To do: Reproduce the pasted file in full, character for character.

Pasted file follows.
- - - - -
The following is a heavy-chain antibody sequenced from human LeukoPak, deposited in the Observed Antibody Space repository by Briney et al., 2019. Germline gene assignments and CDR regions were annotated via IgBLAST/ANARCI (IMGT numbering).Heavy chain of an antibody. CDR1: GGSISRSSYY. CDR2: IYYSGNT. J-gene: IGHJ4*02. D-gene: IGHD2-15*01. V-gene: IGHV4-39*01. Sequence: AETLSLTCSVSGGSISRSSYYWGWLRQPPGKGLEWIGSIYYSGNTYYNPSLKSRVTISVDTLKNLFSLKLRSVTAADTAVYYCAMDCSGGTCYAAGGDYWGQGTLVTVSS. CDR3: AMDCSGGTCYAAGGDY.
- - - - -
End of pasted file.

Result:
The following is a heavy-chain antibody sequenced from human LeukoPak, deposited in the Observed Antibody Space repository by Briney et al., 2019. Germline gene assignments and CDR regions were annotated via IgBLAST/ANARCI (IMGT numbering).Heavy chain of an antibody. CDR1: GGSISRSSYY. CDR2: IYYSGNT. J-gene: IGHJ4*02. D-gene: IGHD2-15*01. V-gene: IGHV4-39*01. Sequence: AETLSLTCSVSGGSISRSSYYWGWLRQPPGKGLEWIGSIYYSGNTYYNPSLKSRVTISVDTLKNLFSLKLRSVTAADTAVYYCAMDCSGGTCYAAGGDYWGQGTLVTVSS. CDR3: AMDCSGGTCYAAGGDY.